Wednesday, November 17, 2010

Perfect Reform Storm: Impact on Physicians and Patients

In 1997, Sebastian Junger, an author and journalist, wrote the best seller, The Perfect Storm, later a movie. The book told the story of fisherman off the New England Coast trapped by three converging weather systems.

Three Weather Systems

• Warm air from a low pressure system coming from one direction.

• Cool, dry air generated by a high pressure system coming from another direction.

• Tropical moisture provided by Hurricane Grace.

An Analogy

This is a good analogy for today’s perfect political health reform storm.

• Warm air, suddenly heating up as evidenced by the midterm elections, from a low pressure system coming from outside the Beltway, with conservative Americans calling for smaller government, less interference in their lives, lower taxes, less spending, less debt, and “taking our government back.”

• Cool, dry air provided by a high pressure, dispassionate, scientific, management-oriented Washington insider elites speaking in cool, dry terms about the need for a rational restructuring of the whole system from above.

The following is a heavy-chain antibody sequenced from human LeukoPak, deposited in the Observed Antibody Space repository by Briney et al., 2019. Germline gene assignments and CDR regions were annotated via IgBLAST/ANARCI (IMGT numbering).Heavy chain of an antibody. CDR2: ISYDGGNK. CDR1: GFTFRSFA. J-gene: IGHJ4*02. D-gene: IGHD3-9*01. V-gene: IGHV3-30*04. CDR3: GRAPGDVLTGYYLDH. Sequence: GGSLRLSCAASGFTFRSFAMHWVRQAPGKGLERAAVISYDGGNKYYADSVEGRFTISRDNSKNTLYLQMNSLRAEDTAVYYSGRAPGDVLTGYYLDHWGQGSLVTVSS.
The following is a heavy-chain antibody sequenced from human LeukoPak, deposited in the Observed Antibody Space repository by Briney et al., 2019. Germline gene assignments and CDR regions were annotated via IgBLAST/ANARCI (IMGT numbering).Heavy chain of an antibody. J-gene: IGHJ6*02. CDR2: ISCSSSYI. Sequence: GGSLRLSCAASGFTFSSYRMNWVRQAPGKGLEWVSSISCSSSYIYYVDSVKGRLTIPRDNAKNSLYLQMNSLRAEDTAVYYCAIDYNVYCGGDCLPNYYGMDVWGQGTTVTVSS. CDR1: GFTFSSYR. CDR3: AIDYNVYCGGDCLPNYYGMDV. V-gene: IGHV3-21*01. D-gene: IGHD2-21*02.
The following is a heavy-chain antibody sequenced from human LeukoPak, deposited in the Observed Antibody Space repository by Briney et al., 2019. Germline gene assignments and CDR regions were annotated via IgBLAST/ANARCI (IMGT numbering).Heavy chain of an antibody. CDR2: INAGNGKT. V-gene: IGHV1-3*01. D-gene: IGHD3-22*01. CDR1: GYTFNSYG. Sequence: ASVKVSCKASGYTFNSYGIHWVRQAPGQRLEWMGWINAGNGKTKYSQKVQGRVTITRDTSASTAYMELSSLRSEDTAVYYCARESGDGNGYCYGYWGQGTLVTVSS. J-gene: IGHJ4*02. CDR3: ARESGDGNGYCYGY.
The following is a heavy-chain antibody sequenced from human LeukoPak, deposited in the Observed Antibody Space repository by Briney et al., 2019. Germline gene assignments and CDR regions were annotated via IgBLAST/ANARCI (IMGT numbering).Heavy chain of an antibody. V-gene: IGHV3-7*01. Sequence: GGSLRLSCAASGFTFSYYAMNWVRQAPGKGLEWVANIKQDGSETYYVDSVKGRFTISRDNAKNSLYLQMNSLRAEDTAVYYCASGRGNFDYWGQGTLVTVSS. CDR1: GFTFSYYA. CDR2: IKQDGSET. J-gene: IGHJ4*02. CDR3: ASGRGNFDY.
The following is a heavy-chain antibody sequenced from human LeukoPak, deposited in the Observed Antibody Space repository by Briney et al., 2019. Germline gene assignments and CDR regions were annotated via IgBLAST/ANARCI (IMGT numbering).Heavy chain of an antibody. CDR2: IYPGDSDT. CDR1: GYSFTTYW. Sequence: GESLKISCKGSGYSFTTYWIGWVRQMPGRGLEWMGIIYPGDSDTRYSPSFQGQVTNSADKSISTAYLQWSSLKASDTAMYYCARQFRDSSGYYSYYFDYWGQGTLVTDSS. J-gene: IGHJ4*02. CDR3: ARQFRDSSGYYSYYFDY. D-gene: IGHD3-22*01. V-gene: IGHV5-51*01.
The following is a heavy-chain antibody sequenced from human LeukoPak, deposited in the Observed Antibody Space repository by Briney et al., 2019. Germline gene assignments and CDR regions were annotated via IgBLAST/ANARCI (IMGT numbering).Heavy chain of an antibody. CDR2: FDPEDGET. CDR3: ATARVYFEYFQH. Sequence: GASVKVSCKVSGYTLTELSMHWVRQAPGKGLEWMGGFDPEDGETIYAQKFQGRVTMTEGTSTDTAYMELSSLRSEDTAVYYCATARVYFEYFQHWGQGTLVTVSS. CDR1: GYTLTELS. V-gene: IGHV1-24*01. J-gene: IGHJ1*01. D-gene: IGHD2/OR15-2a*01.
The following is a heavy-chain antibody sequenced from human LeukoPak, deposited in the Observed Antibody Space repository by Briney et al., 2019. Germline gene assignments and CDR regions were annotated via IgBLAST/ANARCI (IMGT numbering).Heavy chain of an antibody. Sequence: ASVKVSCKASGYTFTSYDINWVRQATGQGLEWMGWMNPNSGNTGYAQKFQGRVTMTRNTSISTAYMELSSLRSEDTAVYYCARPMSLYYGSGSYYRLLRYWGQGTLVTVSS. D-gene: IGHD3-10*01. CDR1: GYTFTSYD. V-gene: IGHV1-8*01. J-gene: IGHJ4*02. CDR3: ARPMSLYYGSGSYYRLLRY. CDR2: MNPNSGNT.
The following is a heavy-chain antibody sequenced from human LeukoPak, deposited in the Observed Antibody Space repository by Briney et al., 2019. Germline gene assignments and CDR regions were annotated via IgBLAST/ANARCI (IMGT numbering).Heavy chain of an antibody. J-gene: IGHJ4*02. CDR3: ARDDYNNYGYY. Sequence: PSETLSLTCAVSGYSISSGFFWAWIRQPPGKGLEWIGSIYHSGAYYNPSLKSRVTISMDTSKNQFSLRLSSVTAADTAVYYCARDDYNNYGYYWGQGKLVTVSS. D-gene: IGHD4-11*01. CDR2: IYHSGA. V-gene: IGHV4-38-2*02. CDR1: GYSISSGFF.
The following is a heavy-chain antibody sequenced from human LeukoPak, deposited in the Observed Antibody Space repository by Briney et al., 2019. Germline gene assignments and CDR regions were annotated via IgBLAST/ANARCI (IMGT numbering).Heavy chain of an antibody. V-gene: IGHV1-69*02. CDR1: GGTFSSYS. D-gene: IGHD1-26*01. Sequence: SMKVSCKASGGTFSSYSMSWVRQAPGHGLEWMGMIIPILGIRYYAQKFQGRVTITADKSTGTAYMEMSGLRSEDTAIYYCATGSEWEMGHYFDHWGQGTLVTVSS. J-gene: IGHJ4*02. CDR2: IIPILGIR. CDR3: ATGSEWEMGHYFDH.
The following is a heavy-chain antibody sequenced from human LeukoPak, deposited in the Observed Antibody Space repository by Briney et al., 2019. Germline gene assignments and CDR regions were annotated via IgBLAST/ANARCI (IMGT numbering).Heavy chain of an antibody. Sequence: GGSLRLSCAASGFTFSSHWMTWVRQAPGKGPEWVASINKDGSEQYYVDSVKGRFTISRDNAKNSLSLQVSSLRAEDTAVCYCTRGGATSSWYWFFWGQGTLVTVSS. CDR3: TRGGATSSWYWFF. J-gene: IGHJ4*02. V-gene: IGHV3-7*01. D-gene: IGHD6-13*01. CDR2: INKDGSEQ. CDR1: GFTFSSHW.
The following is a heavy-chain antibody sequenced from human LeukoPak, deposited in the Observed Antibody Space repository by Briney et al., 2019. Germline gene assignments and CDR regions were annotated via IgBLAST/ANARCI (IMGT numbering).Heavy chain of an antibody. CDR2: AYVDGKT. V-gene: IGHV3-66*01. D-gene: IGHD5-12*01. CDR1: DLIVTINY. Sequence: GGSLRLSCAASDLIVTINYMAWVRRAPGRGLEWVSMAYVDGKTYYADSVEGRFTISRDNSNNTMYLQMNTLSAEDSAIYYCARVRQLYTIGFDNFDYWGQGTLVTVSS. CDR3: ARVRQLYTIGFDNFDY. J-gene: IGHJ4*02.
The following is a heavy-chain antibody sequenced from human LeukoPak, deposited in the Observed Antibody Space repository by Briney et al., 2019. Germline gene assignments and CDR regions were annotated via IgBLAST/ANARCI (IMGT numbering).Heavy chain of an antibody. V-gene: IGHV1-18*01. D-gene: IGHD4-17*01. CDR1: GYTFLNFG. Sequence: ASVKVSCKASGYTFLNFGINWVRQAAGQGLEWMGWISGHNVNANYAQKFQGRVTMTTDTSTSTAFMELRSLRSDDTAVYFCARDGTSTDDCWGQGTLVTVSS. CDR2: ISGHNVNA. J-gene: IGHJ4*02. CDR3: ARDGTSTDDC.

• Tropical moisture (both sides claim the other side is all wet) producing a hurricane of opinionated bilateral rhetoric speaking in apoplectic and apocalyptic terms about the abyss that lies ahead if their respective opinions do not prevail.

Caught in the Middle

Caught in the middle of this perfect reform storm are physicians and patients who fear the worst, who feel they have no reform voice and no control over impending colliding weather systems.

On the one hand, American health consumers have high expectations, fueled by the high tech performance of the current system, and the promise of a new entitlement system providing more care at lower costs. They expect the best medicine has to offer at more “affordable” price. These twin expectations are central elements of the perfect storm.

On the other hand, a centralized government is saying the whole system must be overhauled and restructured, and physicians must offer less costly care under a system of expensive regulations with which they must comply at lower reimbursement rates without protection from tort reform.

On the third hand, sometimes called the third or the center-right way, there may be a middle way out the storm, through disruptive innovations using cheaper care at decentralized locations, like the home, provided by less sophisticated personnel using electronic , and downsizing of the whole medical enterprise.

Time Not on Side of Those in The Boat

The problem with all of these scenarios is that with an imminent perfect storm, time is not on your side, the reckoning is at hand, and physicians in the boat with patients, must cope with the consequences – the impact of the perfect storm on their professional and personal lives.

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